Advocates say the proposal would expand coverage options for small employers. Critics say the proposal could allow employers to shift high-cost employees into ACA plans.
The Trump Administration this week unveiled a proposal that "expands the usability" of tax-free health reimbursement arrangements (HRAs) for employer-sponsored health insurance.
"Of those smaller employers that provide health benefits, 81% offer only a single option," Labor Secretary Alexander Acosta said in a media release.
"This proposal is about empowering American workers to have more consumer-driven healthcare choices," he said. "Health Reimbursement Arrangements can provide another way for employers to help their employees access quality, affordable health coverage."
The proposed rule is a response to President Donald Trump's executive order "Promoting Healthcare Choice and Competition Across the United States."
The proposed rule removes an existing regulation that prohibits employers from reimbursing employees for individual health insurance coverage.
Critics contend that the proposal could allow employers to push higher-risk employees away from company-sponsored coverage and into individual coverage offered through the Affordable Care Act's Marketplaces.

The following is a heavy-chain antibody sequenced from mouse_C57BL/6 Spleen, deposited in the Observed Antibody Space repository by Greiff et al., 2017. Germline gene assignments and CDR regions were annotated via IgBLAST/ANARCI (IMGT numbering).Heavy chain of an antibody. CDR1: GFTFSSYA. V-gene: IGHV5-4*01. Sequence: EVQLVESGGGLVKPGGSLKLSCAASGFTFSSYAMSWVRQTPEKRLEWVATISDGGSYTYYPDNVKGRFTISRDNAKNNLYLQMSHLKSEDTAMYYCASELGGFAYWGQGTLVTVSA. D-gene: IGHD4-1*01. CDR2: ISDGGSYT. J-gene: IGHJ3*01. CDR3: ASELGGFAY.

The Trump Administration says there are conditions built into the proposal to "mitigate the risk that health-based discrimination that could increase adverse selection in the individual market." Those conditions include a disclosure provision to ensure employees understand the benefit.
The proposed rule would extend to HRAs the same tax breaks that workers receive for medical reimbursements from traditional employer-sponsored coverage, and would not affect the tax treatment of traditional employer-sponsored coverage.
Instead, the proposal would create a new tax-preferred option for employers of any size to use when paying for employee health coverage. The employer would fund the cost of the individual health insurance, but the employee would "own the coverage," which would allow them to keep their plan if they left that job, the Administration said
The proposed regulation also would allow employers offering traditional employer-sponsored coverage to offer an HRA of up to $1,800 per year to reimburse an employee for some medical expenses, including premiums for short-term, limited-duration insurance plans.
The Treasury Department estimates that about 800,000 employers are expected to provide HRAs to pay for individual health insurance coverage to over 10 million employees when the proposal is up and running.
Comments on the proposal will be accepted by Dec. 28, 2018, and the regulation is expected to go into effect on Jan. 1, 2020.
John Commins is a senior editor at HealthLeaders.
Proposed rule removes an Obama-era prohibition on employers reimbursing employees for individual coverage.
HRAs would receive the same tax breaks as traditional employer-sponsored coverage.
Administration officials say the proposed rule will protect against 'health-based discrimination.'